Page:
Payment in Lieu Clauses: Employment Contract

Payment in Lieu Clauses

Not withstanding the notice periods detailed in Statutory Rights employers may want to terminate the contract of employment without requiring the employee to work the specified length of notice - e.g. in respect of sales staff and senior executives. In such cases, there must be a clause in the contract entitling the employer to make payment in lieu of notice. Failure to allow the employee to work out their notice period would amount to a breach of the contract, enabling the employee to claim damages and/or revoke other clauses in the contract.

Such damages would usually be equivalent to the contractual pay and benefits the employee would have been entitled to had the notice period been worked. Accordingly, where an employer makes a payment to an employee in lieu of notice, this payment is, in reality, a payment for damages for the breach of contract.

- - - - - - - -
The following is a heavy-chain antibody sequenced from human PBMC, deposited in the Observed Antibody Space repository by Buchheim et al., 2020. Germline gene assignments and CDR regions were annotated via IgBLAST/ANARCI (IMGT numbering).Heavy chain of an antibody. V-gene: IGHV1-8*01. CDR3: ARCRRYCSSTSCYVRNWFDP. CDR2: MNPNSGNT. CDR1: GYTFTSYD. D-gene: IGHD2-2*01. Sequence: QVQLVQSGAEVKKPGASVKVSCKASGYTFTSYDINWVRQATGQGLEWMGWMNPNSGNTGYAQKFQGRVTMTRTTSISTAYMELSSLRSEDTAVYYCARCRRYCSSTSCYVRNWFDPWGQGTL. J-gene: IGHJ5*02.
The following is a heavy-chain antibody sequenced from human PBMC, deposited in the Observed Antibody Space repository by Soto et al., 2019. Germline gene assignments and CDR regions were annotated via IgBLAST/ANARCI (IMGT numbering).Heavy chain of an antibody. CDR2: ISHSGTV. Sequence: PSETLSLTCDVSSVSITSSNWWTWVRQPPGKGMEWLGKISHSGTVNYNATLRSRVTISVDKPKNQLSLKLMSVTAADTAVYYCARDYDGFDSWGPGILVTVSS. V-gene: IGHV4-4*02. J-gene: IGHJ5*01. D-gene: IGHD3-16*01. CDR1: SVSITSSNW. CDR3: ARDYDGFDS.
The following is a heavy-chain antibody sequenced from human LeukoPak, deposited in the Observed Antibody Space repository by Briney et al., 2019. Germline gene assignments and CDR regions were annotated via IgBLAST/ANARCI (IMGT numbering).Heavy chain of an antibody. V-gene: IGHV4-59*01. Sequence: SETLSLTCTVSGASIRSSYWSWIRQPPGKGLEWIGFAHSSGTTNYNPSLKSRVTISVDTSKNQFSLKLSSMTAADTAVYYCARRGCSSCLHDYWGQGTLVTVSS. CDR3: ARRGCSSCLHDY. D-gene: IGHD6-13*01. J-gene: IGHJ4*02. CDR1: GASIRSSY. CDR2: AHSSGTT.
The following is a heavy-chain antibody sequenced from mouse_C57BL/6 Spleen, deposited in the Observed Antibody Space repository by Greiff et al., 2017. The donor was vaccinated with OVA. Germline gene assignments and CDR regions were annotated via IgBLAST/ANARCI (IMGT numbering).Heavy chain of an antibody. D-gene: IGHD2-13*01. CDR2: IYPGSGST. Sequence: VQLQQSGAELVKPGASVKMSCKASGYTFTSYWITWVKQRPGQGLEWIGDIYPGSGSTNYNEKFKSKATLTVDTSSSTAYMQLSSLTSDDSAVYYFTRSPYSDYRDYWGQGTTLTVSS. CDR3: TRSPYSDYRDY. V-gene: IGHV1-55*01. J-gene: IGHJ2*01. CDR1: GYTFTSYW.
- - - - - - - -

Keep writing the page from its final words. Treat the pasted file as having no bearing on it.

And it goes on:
Employers who make such payments can make them on a gross basis - damages for breach of contract are non-taxable. This is often a useful bargaining tool for employers. Such payments often include the value of benefits such as company car, pension contributions etc. Gross payments can only be offered in the absence of a payment in lieu clause in the contract.

However, if a payment in lieu of notice is made in the absence of an express clause, this would amount to a breach of the Employee's contract of employment. The employee may then be able to argue that any restraint of trade clauses or confidentiality clauses contained in the contract, and which apply after termination, are unenforceable.

An employer must decide between being able to offer a gross payment in lieu with the possible dilution of any restraint of trade or confidentiality clause(s), or retaining the purpose of those clauses by restricting payments in lieu to a taxable sum. To achieve the latter the contract must include the relevant "payments in lieu" clause.